what feature of enzymes determines the molecules (i.e substrate) that they can act upon?
help me out, thanks!!!
- eliLv 71 decade agoFavourite answer
Their tertiary structure determines their shape, which determines the substrate.
Enzymes are mainly proteins, that catalyze (i.e., increase the rates of) chemical reactions. In enzymatic reactions, the molecules at the beginning of the process are called substrates, and the enzyme converts them into different molecules, called the products. Almost all processes in a biological cell need enzymes to occur at significant rates. Since enzymes are selective for their substrates and speed up only a few reactions from among many possibilities, the set of enzymes made in a cell determines which metabolic pathways occur in that cell.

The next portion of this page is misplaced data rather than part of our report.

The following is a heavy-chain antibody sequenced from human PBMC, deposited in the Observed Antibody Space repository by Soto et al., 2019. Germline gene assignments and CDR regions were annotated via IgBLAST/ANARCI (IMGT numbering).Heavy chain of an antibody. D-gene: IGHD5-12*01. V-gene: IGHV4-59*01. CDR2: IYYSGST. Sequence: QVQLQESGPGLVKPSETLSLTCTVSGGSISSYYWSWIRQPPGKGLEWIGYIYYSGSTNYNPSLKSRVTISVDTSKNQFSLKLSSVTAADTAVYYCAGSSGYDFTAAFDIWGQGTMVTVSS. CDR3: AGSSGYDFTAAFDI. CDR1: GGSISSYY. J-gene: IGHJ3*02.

Like all catalysts, enzymes work by lowering the activation energy (Ea‡) for a reaction, thus dramatically increasing the rate of the reaction. Most enzyme reaction rates are millions of times faster than those of comparable un-catalyzed reactions. As with all catalysts, enzymes are not consumed by the reactions they catalyze, nor do they alter the equilibrium of these reactions. However, enzymes do differ from most other catalysts by being much more specific. Enzymes are known to catalyze about 4,000 biochemical reactionsSource(s): go to utube "enzyme"
- 1 decade ago
Enzymes are highly specific in the reactions they catalyze. It is based on the "Lock and Key Theory". The shape of each enzyme is very specific and can only bind to one substrate.
- 1 decade ago
THEIR SHAPE!!!!!! haha, we like, just went over this in our class too. Each type of enzyme has a specific shape that only fits certain substrates. lactase only fits lactose, cellulase only fits cellulose, etc.